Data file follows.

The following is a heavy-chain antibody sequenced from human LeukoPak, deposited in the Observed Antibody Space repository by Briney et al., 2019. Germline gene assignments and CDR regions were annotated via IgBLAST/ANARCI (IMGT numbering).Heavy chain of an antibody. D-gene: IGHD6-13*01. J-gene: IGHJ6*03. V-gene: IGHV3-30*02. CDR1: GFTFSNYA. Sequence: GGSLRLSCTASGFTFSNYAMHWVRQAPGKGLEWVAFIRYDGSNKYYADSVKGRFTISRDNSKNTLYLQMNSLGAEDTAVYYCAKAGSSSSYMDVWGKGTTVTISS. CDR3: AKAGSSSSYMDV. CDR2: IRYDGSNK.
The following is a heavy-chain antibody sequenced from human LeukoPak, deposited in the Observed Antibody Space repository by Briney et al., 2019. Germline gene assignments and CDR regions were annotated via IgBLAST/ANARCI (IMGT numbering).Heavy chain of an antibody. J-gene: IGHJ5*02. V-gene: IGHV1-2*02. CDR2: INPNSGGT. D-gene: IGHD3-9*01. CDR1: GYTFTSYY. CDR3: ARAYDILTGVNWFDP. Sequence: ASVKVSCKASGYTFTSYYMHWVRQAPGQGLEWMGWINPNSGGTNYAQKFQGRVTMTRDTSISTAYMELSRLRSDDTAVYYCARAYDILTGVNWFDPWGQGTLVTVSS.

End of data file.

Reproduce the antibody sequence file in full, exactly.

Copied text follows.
The following is a heavy-chain antibody sequenced from human LeukoPak, deposited in the Observed Antibody Space repository by Briney et al., 2019. Germline gene assignments and CDR regions were annotated via IgBLAST/ANARCI (IMGT numbering).Heavy chain of an antibody. D-gene: IGHD6-13*01. J-gene: IGHJ6*03. V-gene: IGHV3-30*02. CDR1: GFTFSNYA. Sequence: GGSLRLSCTASGFTFSNYAMHWVRQAPGKGLEWVAFIRYDGSNKYYADSVKGRFTISRDNSKNTLYLQMNSLGAEDTAVYYCAKAGSSSSYMDVWGKGTTVTISS. CDR3: AKAGSSSSYMDV. CDR2: IRYDGSNK.
The following is a heavy-chain antibody sequenced from human LeukoPak, deposited in the Observed Antibody Space repository by Briney et al., 2019. Germline gene assignments and CDR regions were annotated via IgBLAST/ANARCI (IMGT numbering).Heavy chain of an antibody. J-gene: IGHJ5*02. V-gene: IGHV1-2*02. CDR2: INPNSGGT. D-gene: IGHD3-9*01. CDR1: GYTFTSYY. CDR3: ARAYDILTGVNWFDP. Sequence: ASVKVSCKASGYTFTSYYMHWVRQAPGQGLEWMGWINPNSGGTNYAQKFQGRVTMTRDTSISTAYMELSRLRSDDTAVYYCARAYDILTGVNWFDPWGQGTLVTVSS.